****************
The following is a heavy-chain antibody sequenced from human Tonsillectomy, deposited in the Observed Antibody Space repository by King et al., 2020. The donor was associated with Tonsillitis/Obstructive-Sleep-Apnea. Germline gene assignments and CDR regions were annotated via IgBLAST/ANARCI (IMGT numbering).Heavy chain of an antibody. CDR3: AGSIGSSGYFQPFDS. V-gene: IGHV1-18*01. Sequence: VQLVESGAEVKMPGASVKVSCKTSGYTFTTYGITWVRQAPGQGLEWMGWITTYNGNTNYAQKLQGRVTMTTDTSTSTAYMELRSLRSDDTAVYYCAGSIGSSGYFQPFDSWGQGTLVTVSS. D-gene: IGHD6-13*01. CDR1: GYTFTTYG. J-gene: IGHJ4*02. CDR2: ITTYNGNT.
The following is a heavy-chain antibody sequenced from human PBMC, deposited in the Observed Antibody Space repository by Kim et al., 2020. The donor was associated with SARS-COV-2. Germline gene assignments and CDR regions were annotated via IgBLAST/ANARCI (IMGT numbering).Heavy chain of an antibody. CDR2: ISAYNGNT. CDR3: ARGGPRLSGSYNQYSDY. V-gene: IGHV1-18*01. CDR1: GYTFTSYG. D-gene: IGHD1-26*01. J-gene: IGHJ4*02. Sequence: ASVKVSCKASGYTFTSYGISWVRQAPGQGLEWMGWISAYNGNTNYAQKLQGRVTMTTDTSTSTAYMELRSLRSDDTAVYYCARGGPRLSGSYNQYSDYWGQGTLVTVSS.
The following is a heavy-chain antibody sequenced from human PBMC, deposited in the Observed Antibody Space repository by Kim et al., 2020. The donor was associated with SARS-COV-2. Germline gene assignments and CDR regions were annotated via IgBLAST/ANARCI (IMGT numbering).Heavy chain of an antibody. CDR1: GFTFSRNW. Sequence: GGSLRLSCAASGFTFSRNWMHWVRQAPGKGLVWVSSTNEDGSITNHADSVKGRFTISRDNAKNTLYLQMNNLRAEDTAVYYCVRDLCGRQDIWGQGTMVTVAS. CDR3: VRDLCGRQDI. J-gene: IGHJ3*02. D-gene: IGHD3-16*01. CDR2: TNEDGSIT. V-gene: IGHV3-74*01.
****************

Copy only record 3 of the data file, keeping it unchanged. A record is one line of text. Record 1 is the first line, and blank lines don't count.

The following is a heavy-chain antibody sequenced from human PBMC, deposited in the Observed Antibody Space repository by Kim et al., 2020. The donor was associated with SARS-COV-2. Germline gene assignments and CDR regions were annotated via IgBLAST/ANARCI (IMGT numbering).Heavy chain of an antibody. CDR1: GFTFSRNW. Sequence: GGSLRLSCAASGFTFSRNWMHWVRQAPGKGLVWVSSTNEDGSITNHADSVKGRFTISRDNAKNTLYLQMNNLRAEDTAVYYCVRDLCGRQDIWGQGTMVTVAS. CDR3: VRDLCGRQDI. J-gene: IGHJ3*02. D-gene: IGHD3-16*01. CDR2: TNEDGSIT. V-gene: IGHV3-74*01.